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Closing on wall functions - part 3: a standard wall function

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Closing on wall functions - part 3: a standard wall function

Posted April 23, 2022 at 05:41 by sbaffini
Updated May 15, 2022 at 03:20 by sbaffini

We make the following assumption for the turbulent viscosity ratio:

\frac{\mu_t}{\mu} = \left\{
            0 & \text{for } y^+ < y_v^+ \\
            \kappa y^+ & \text{for } y^+ \geq y_v^+

where \kappa is the von Karman constant and y_v^+ is, for the moment, an unspecified positive parameter. One can then show that the following results:

{s_T^i}^+ =\frac{{y_{min}^+}^{i+2}}{i+2} +\frac{\left(-1\right)^{i+1}}{\left(\kappa \frac{Pr}{Pr_t}\right)^{i+2}}\left[\ln{\left(\frac{1+\kappa\frac{Pr}{Pr_t}y_{max}^+}{1+\kappa\frac{Pr}{Pr_t}y_v^+}\right)+\sum_{j=1}^{i+1} a_j \left(\frac{Pr}{Pr_t}\right)^j}\right]

{p^i}^+ =\frac{\left(-1\right)^{i+1}}{\kappa^{i+2}}\left[\left(i+2\right)\ln{\left(\frac{1+\kappa y_{max}^+}{1+\kappa y_v^+}\right)+\frac{y_v^+-y_{max}^+}{\left(1+y_v^+\right)\left(1+y_{max}^+\right)}+\sum_{j=1}^{i+1} a_j \left(i+j+2\right)}\right]

where y_{min}^+=MIN\left(y_v^+,y^+\right), y_{max}^+=MAX\left(y_v^+,y^+\right), and:

a_j = \frac{\left(-\kappa \right)^j}{j}\left({y_{max}^+}^j-{y_v^+}^j\right)

The general problem with the standard formulation is that, while it is reasonable to pick up an y_v^+ value for the velocity case, even a second one for the TKE production (rigorous doesn't mean stupid, so if different y_v^+ values work better for {s_U^i}^+ and {p^i}^+, why not?), it is not reasonable to manually pick a value in {s_T^i}^+ for each value of the ratio Pr/Pr_t.

As it turns out, however, the above formulation requires modifying y_v^+ only for Pr>Pr_t, but just works in all the other cases. This statement just accounts of the fact that for Pr<Pr_t the turbulent viscosity ratio becomes less and less important, while it becomes more and more important in every detail when multiplied by the ratio Pr/Pr_t>1.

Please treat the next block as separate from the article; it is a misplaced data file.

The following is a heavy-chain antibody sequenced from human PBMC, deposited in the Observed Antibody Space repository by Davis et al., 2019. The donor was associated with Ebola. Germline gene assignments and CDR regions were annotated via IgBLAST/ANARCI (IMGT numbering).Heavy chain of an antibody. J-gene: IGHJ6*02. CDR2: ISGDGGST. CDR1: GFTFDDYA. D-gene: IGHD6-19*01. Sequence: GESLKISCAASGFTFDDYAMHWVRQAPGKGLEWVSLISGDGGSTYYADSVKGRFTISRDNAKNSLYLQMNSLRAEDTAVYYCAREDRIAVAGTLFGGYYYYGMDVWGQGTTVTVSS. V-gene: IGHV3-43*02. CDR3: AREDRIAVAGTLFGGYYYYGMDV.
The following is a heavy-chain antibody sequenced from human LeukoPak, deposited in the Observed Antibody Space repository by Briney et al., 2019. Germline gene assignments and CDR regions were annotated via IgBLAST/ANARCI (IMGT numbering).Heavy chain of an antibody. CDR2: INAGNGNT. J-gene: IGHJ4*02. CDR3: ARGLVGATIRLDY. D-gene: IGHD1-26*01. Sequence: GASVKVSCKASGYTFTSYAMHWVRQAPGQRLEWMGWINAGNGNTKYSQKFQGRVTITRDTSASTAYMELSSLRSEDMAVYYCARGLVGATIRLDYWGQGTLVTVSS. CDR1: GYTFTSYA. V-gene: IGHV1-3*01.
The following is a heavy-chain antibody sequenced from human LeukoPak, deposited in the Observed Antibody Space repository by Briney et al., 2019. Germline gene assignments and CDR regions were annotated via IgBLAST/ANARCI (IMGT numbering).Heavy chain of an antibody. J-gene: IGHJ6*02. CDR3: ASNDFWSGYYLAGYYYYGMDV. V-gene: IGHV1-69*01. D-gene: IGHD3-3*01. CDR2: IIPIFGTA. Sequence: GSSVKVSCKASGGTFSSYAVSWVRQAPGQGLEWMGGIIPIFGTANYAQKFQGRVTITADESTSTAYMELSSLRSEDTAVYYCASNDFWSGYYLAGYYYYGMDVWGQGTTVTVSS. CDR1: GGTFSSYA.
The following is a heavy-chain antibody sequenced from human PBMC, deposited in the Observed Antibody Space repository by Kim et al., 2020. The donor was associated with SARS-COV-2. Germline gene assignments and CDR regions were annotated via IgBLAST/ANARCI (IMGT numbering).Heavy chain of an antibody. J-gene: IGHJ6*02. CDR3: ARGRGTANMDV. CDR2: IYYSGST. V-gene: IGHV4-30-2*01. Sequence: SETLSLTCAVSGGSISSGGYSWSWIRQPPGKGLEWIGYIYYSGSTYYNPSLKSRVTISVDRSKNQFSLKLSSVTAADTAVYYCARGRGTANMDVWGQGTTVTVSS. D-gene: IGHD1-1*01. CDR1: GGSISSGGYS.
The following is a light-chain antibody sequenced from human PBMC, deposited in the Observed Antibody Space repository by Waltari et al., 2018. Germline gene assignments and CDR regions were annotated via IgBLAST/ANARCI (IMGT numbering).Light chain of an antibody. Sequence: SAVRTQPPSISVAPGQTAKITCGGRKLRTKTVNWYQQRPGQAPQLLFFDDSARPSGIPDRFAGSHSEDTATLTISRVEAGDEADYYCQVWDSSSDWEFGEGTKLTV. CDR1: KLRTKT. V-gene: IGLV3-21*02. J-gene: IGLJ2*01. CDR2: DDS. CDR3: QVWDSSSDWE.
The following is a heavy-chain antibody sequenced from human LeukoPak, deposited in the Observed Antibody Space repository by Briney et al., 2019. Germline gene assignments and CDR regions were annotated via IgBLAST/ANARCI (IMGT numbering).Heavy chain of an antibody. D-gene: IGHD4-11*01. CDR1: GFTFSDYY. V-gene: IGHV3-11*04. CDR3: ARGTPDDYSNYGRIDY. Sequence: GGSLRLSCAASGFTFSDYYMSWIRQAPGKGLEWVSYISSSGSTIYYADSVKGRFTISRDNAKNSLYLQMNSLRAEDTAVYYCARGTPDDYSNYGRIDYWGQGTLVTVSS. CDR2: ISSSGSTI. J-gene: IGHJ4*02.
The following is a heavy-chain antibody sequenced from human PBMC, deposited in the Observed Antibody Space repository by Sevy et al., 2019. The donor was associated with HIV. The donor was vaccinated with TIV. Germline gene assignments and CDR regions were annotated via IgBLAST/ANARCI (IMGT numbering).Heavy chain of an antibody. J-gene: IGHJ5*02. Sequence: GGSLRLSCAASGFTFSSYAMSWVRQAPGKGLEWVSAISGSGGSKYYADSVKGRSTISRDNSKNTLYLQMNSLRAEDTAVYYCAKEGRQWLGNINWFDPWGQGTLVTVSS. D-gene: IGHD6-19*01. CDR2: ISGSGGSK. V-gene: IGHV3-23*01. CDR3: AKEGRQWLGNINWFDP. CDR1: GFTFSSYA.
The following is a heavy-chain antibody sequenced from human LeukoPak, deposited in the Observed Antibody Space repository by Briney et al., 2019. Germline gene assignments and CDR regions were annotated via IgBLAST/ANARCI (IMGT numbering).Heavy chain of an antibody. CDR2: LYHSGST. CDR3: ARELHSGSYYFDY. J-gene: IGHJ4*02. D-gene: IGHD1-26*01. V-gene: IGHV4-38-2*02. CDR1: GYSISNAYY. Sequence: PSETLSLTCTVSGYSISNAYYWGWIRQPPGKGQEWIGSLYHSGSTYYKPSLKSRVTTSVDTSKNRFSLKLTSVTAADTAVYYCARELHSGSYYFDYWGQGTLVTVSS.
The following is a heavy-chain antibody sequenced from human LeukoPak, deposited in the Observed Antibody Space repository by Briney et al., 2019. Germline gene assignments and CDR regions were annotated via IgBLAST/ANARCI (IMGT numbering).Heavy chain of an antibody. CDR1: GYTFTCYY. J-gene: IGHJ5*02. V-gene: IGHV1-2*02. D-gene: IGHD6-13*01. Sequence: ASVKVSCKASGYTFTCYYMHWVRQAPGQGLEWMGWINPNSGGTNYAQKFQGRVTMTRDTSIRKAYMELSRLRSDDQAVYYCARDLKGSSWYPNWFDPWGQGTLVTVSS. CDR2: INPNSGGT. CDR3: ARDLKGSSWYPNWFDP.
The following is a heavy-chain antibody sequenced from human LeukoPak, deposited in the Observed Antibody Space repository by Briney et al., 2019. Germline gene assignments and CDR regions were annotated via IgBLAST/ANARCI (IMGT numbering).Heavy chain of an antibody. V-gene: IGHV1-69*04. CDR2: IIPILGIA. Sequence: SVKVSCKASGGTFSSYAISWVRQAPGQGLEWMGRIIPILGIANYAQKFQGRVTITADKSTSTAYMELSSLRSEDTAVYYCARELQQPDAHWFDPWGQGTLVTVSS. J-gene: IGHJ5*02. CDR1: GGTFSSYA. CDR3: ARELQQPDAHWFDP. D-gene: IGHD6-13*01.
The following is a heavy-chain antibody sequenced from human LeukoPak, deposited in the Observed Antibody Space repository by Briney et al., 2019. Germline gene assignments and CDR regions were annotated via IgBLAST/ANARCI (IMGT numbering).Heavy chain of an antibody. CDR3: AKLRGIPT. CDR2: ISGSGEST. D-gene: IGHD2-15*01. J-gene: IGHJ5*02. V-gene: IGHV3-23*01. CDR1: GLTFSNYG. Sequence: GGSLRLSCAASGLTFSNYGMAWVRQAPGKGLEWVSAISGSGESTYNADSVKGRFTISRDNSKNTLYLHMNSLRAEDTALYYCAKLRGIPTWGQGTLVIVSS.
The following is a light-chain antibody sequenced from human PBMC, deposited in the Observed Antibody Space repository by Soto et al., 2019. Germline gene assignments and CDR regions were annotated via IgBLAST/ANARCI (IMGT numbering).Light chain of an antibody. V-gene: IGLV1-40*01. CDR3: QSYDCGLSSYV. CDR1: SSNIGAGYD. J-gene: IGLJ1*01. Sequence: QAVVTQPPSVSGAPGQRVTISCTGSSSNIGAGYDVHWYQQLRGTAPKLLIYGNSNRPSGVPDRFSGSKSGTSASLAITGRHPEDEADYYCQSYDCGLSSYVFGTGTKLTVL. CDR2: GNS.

The Pr<Pr_t case is correctly accounted by the present formulation because it has not neglected the 1 at the denominator of the integrand function in {s_T^i}^+ and because the solution is not arbitrarily expressed in terms of the velocity one with all the logarithmic constants lumped in a single one (typically E). The fact that the formulation still doesn't work for Pr>Pr_t is just a statement of the fact that, in this case, the turbulent viscosity ratio becomes important for the temperature distribution before it does for the velocity one, so y_v^+ in {s_T^i}^+ must be reduced. Let's call this new value y_T^+ (yet, this is only needed for Pr>Pr_t).

As the Jayatilleke P term exactly embeds this exact same concept, it is easy to show that it can be used by computing y_T^+ from the following non linear, implicit equation (a similar one must be solved also for the classical standard wall function):

y_T^+ = \frac{y_v^+ + P + \frac{1}{\kappa}\log{\left(\frac{1+\kappa y_T^+}{1+\kappa y_v^+}\right)}}{\frac{Pr}{Pr_t}}

where y_v^+ is the original value used in the velocity profile and P is the mentioned Jayatilleke term (but any similar correlation can substitute it in the equation above, say the Spalding one). I have found that, initializing y_T^+ as y_v^+/\left(Pr/Pr_t\right)^{1/4}, 3 iterations of the Halley's method are sufficient to compute y_T^+ close to machine precision for any practical value of Pr/Pr_t.
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